Seeing all was over, he uttered no sound, and could not be forced to. While anchored, the crew spots another ship coming toward the island. Put in irons in the hold, he was carried to Lima. On the testimony of the sailors alone rested the legal identity of Babo.
When The Rover arrives with supplies, Delano sends the dinghy back for more water while he continues to observe curious incidents.
He boards the ship, and he is immediately accosted by sailors and black slaves, all begging for water and supplies.
Juan Robles Boatswain whom Babo orders drowned and who remains afloat long enough to make acts of contrition and to beg for a mass to be said for his soul.
Ship-boy Struck with a knife by a young slave boy for expressing hope of rescue. Don Benito states in his deposition that, in May ofthe San Dominick, on its way up the western coast of South America to Lima, was overrun by black slaves, who had been allowed to wander at will.
Cereno seems a strange man, very nervous and strangely aloof; his behavior confuses Delano. Delano fears Babo wants to attack him, but the black loses the dagger when he falls into the boat.
Other additions include the two slaves attacking the Spanish seaman, the glimpse of the jewel, and the sailor presenting the Gordian knot. This was fired six times, without any other effect than cutting away the fore top-mast stay, and some other small ropes which were no hindrance to her going away.
Atufal A gigantic black man with a regal air who treads slowly about the ship, iron collar about his neck and padlocked to a waistband of iron.
In an instant, Babo tries to stab Delano. We soon had our guns ready; but the Spanish ship had dropped so far astern of the Perseverance, that we could bring but one gun to bear on her, which was the after one.
Shadows present, foreshadowing deeper shadows to come. Meantime, the guns were in readiness, though, owing to the San Dominick having glided somewhat astern of the sealer, only the aftermost could be brought to bear.
Babo is condemned to die and his head is mounted on a pole. Since everyone was miserable anyway, Benito let the slaves loose from their chains and everyone pitched in to get them home. He and his men reach the ship, which they see is called the San Dominick. The new ship seems to be floating rather listlessly, and her sails are torn.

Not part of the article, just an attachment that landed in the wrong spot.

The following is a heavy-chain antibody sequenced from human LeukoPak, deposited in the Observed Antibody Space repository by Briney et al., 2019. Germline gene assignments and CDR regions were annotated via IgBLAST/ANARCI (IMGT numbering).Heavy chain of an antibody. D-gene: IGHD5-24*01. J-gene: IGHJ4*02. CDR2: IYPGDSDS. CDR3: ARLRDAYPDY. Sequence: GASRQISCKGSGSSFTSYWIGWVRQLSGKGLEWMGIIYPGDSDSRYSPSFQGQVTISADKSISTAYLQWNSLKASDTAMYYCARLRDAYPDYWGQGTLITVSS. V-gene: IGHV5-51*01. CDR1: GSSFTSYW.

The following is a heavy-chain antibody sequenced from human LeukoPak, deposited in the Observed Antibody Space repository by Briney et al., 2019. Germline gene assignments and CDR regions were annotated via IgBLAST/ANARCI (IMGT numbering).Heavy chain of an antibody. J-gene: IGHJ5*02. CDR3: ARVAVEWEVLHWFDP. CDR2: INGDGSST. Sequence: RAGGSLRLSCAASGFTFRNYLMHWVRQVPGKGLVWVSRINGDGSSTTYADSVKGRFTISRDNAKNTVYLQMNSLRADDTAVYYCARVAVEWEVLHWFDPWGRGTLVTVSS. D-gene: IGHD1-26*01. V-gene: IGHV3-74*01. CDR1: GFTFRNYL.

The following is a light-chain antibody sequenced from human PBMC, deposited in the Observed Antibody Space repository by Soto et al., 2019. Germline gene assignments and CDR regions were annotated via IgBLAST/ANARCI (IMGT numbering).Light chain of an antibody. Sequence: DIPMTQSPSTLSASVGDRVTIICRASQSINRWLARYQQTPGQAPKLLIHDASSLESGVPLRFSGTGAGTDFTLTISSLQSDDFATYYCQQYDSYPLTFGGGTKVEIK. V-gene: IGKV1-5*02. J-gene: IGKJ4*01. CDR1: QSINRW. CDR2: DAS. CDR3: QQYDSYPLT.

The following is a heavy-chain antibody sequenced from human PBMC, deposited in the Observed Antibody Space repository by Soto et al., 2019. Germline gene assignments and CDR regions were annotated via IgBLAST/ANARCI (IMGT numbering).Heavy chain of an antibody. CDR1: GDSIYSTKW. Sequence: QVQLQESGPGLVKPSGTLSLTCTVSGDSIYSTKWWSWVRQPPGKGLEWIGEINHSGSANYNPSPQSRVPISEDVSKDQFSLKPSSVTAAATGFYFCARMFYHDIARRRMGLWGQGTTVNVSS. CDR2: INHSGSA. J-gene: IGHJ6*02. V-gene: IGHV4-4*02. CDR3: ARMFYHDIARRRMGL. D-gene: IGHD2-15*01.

Benito Cereno takes place in Are they well armed? First, while Delano does not describe the Spanish ship, Melville provides a description of a "Spanish merchantman of the first class," that had seen better days: As Delano approaches, the revolting slaves set up the delusion that the surviving whites are still in charge.
Delano sends his men back to bring more food and water and stays aboard in the company of its Spanish captain, Don Benito Cereno, and his Senegalese servant, Babo, who is always by his side.
Flights of troubled grey vapours among which they were mixed, skimmed low and fitfully over the waters, as swallows over meadows before storms. This disparity is explained by the collective cries of those on-board, claiming that they had been hit by a fever that killed more of the Spaniard crew more than the slaves.
Delano secures Babo, and his men, under command of his chief mate, attack the Spanish ship to claim booty by defeating the revolting slaves. Things get even weirder when Delano gets on board.
Doctor Juan Martinez de Rozas Councilor of the royal court who presides over the taking of depositions. The ship was then blown into the deep seas, where the wind suddenly died out, leaving the ship adrift and with little water. Battered and mouldy, the castellated forecastle seemed some ancient turrot, long ago taken by assault, and then left to decay.
They made an example of the slave dealer, Don Alexandro Aranda, whom they mutilated, stabbed, then stripped of flesh and nailed to the bow for a figurehead. Delano is troubled by the amount of black people on board since they greatly outnumber the Spaniards.
Feltenstein sees "a trace of nineteenth-century satanism in Babo,"  and asserts that "Slavery is not the issue here; the focus is upon evil in action in a certain situation.Three main characters occupy center stage in Benito Cereno: Captain Amasa Delano He is the American naval commander of the Bachelor’s Delight who responds to the San Dominick when he sees that Spanish vessel in distress off the southern coast of Chile.
"Benito Cereno" is, like "Bartleby the Scrivener," one of Melville's most hotly debated short stories. But unlike "Bartleby," where interpretation of the story's essential meaning is the main area of interest, "Benito Cereno" owes much of its popularity among literary critics to its subject matter: slavery.
Don't Call Him a Sidekick Captain Delano sees Babo as the perfect servant. Babo anticipates Benito Cereno's every need to an almost ridiculous extent. A summary of "Benito Cereno" (Part I) in Herman Melville's Melville Stories.
Learn exactly what happened in this chapter, scene, or section of Melville Stories and what it means. Perfect for acing essays, tests, and quizzes, as well as for writing lesson plans. Free summary and analysis of the events in Herman Melville's Benito Cereno that won't make you snore.
We promise. Don Benito Cereno A reserved, richly dressed Spanish grandee in his late twenties, Cereno, tall and gaunt, bears a noble face marred by lack of sleep, trauma, and ill health.
During the resolution of the plot, Cereno is referred to as "the deponent.".Download